Why Mud Homes Don’t Melt in the Rain (Sometimes They Do)


| 12/23/2015 9:43:00 AM


Tags: flooding, mud homes, rain, Atulya Bingham, Turkey,

 

For most people there is a large, soggy question mark lurking above the idea of mud homes and water. What happens in a flood? Does the mud plaster fall off in a downpour? Will an adobe house suck up the rain, wobble alarmingly and then collapse into a mud slick?

I’m in a reasonable position to comment. People often assume the Turkish Mediterranean to be a dry, barren place. In fact the winters are quite wet. My region sees on average 42 inches of rainfall annually, most of which descends between December and March. That’s respectable flooding potential by any standards. Every year, random portions of the asphalt road through my village disappear in landslides. Concrete walls routinely collapse. Bridges vanish overnight.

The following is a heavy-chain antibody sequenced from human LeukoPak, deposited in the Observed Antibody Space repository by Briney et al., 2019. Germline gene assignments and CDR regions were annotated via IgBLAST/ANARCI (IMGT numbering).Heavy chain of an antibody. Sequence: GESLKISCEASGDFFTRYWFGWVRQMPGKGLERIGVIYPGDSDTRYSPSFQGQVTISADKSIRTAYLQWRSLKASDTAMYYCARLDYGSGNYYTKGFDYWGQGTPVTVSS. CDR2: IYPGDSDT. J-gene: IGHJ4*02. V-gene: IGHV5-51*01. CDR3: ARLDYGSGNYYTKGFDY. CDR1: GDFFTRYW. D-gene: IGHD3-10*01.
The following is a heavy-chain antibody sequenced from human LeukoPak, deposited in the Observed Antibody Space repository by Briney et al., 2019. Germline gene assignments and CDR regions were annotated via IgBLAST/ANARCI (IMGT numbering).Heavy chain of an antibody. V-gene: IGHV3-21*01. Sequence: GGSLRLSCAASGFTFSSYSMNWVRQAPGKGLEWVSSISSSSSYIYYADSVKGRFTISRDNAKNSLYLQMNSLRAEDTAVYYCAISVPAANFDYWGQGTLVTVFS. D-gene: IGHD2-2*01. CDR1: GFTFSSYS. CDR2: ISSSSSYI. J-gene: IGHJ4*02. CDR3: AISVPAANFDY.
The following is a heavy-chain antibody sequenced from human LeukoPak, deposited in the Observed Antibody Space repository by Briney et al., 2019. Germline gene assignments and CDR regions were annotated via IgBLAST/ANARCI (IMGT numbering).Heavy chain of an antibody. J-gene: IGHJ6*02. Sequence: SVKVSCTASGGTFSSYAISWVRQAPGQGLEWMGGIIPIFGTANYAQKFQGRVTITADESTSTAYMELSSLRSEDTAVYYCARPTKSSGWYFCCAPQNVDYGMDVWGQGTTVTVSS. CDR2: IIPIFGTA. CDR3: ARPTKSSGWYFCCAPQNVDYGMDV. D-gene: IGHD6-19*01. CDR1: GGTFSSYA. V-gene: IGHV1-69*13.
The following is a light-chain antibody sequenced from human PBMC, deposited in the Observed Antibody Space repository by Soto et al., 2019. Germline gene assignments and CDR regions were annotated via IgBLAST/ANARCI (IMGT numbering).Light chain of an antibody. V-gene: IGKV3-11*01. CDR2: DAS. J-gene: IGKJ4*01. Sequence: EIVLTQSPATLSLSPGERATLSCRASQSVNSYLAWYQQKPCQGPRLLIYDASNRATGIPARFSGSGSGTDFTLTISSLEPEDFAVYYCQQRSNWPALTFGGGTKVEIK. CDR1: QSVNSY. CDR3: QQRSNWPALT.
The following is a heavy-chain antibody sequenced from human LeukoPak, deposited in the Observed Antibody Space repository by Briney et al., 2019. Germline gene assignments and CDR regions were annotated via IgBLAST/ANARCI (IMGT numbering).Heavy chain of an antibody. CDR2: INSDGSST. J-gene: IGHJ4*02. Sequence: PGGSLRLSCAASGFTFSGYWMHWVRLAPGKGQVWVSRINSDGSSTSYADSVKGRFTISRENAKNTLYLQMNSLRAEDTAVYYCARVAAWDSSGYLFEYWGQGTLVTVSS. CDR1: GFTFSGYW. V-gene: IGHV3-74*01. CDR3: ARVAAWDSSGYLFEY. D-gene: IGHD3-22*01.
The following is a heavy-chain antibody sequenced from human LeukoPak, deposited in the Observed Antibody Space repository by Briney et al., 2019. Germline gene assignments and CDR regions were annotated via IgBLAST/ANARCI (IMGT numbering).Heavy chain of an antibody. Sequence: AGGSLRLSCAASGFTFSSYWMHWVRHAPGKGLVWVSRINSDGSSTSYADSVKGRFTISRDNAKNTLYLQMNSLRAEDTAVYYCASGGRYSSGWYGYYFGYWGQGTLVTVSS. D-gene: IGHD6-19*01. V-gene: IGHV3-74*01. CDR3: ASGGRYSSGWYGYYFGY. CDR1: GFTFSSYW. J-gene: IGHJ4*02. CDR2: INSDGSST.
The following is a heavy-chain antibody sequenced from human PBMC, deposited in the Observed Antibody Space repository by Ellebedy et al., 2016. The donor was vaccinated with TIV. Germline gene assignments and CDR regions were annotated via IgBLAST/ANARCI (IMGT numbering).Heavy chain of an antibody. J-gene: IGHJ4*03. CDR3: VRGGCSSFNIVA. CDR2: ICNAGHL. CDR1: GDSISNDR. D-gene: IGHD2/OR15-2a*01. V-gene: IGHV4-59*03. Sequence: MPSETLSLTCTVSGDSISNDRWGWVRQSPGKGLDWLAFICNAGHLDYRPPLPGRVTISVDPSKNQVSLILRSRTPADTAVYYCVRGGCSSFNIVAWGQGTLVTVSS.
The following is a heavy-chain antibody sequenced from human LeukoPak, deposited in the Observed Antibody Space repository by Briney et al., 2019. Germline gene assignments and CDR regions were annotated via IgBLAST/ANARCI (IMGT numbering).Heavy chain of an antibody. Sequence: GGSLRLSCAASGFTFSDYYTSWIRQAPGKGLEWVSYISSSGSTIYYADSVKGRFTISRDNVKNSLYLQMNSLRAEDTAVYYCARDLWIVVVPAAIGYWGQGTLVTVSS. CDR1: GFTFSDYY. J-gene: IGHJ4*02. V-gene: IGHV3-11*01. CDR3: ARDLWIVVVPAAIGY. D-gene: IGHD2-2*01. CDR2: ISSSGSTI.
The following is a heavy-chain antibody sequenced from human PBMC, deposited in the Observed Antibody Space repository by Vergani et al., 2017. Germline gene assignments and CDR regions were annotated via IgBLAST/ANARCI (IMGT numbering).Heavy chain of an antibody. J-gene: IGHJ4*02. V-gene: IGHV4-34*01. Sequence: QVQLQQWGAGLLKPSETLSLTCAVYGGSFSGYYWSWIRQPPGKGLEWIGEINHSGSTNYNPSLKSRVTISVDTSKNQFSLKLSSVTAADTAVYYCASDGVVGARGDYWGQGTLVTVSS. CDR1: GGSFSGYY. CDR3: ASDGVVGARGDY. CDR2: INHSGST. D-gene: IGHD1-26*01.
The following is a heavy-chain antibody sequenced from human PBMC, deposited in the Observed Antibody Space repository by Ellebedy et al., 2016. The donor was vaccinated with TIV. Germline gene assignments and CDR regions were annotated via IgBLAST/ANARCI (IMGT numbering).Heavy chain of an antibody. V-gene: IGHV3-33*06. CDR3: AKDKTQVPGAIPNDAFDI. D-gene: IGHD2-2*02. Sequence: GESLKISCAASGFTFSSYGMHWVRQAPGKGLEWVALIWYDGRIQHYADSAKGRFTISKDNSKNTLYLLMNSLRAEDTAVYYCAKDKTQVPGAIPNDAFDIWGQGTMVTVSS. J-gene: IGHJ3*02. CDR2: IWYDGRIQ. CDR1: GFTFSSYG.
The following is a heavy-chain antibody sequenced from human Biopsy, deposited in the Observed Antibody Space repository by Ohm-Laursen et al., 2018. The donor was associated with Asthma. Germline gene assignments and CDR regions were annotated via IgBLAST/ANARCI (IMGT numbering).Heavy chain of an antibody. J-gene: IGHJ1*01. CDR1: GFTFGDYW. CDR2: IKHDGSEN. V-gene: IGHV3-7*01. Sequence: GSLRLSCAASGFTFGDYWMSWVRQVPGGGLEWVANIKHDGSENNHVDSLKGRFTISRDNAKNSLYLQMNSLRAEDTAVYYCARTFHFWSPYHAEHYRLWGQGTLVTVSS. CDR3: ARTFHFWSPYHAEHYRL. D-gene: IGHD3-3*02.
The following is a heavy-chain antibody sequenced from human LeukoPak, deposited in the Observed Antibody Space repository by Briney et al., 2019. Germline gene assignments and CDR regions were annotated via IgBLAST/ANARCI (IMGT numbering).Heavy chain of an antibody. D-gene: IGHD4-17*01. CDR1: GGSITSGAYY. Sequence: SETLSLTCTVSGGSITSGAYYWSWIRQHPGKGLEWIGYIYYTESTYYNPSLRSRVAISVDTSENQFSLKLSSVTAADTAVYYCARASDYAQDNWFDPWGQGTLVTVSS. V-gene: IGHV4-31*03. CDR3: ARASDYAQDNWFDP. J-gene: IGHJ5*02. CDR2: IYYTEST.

So why doesn’t my house melt? To tell the truth, when I was building it nearly every local in the vicinity said it would. Yet my little mud home has defied the doubters. It’s even been known to squat in a small lake without damage. What’s the trick?(Photo 1 The Turkish Mediterranean can be very wet)

There are some ground rules to follow with earthen buildings. Here’s how to prevent your mud home from becoming mud pie.

1. Location

walrus
12/30/2015 1:38:10 PM

Am I in a damp area you ask - probably Devon South West England has been known to have the odd shower now and again! Luckily at the moment we are doing OK but this morning's rain (bit drafty too) did produce some 2 inches all over the garden! Ground is thus a wee bit soggy too!





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